(Scowcroft also provided a withering summary of the Afghanistan debacle, the likes of which have only previously appeared on Left-wing web sites. He said, "We did not go into Afghanistan because it was Afghanistan, we went in because it was the headquarters for Al Qaeda and the Taliban was supporting Al Qaeda. And we have pretty well cleaned out the Taliban and Al Qaeda from Afghanistan. Now Afghanistan stands as it was when the Soviet Union left"A FAILED STATE. And, one election a democracy does not make.
We,ve been really lucky about Karzai, he turned out to be pretty good, and rather lucky for us — but he is still more the MAYOR OF KABUL than he is the president of Afghanistan. The warlords are not only alive and well, they are thriving and running much of that country.
They probably have at their disposal more resources than they ever had before because Afghanistan is TURNING INTO A NARCO-STATE. We have precious little experience in dealing with failed states and putting them together we have to prevent it from receding back to the condition it was in 94 when we gave up on it before and have it become a haven for terrorism."
"Narco-state"? "Mayor of Kabul"? "Failed state" run by "warlords"? These are the very same observations made by critics of the Afghanistan war for more than three years. It is extraordinary to see that these SAME VIEWS ARE SHARED BY REPUBLICAN INSIDERS behind closed doors. Although, the media still characterizes Afghanistan as a Bush success, it’s refreshing to know that serious analysts are not similarly in denial. Afghanistan has been a dismal failure; Scowcroft’s comments only reinforce that point.)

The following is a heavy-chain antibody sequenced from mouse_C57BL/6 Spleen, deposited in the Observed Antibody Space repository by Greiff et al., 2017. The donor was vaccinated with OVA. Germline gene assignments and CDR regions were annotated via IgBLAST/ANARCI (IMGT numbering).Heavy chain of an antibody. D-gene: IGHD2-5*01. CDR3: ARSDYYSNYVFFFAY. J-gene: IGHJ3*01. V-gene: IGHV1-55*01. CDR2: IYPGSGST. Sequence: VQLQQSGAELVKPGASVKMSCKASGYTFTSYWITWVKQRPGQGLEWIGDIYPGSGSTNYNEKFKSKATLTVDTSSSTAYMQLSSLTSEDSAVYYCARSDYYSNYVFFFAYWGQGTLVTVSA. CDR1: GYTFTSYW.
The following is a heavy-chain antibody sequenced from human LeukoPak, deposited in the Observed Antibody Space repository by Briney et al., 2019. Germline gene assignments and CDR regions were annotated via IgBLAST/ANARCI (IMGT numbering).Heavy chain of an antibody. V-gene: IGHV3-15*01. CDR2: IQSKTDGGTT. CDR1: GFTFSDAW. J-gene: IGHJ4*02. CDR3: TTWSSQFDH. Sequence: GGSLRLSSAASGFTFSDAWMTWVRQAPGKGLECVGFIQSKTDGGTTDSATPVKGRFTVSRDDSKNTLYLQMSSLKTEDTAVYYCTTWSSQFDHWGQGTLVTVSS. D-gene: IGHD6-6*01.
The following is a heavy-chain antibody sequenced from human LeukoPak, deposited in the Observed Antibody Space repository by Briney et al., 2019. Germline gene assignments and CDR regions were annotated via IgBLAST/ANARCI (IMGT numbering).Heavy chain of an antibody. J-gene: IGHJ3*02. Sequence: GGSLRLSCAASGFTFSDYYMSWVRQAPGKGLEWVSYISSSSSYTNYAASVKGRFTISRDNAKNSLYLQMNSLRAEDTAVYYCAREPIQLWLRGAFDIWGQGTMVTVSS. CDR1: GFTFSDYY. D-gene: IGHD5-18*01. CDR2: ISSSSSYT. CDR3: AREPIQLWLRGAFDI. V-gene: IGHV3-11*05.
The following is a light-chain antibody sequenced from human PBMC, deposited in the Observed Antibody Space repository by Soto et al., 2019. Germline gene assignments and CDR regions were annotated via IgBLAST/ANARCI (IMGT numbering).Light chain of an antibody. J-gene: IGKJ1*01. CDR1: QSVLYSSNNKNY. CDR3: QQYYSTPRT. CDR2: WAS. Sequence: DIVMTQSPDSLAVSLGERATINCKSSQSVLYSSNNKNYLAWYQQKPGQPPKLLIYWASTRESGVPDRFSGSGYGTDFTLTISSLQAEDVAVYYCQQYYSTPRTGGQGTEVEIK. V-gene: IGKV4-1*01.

Zbigniew Brzezinski has provided an even more scathing appraisal of the Iraq war. Brzezinski, former National Security Advisor for Jimmie Carter, is widely regarded as one of the foremost authorities on international affairs and foreign policy. Apart from being the architect of America’s clandestine war in Afghanistan in the 1980’s (through the funding and arming of Islamic militants) he’s a master of American Realpolitik and a Machiavellian-type strategist. His book "The Grand Chessboard" provides the basic blueprint for American global domination through projection of force into Eurasia and consolidating control over Middle East oil in the Caspian Basin. The current imperial strategy being carried out by the Bush White House is mainly Brzezinski’s invention.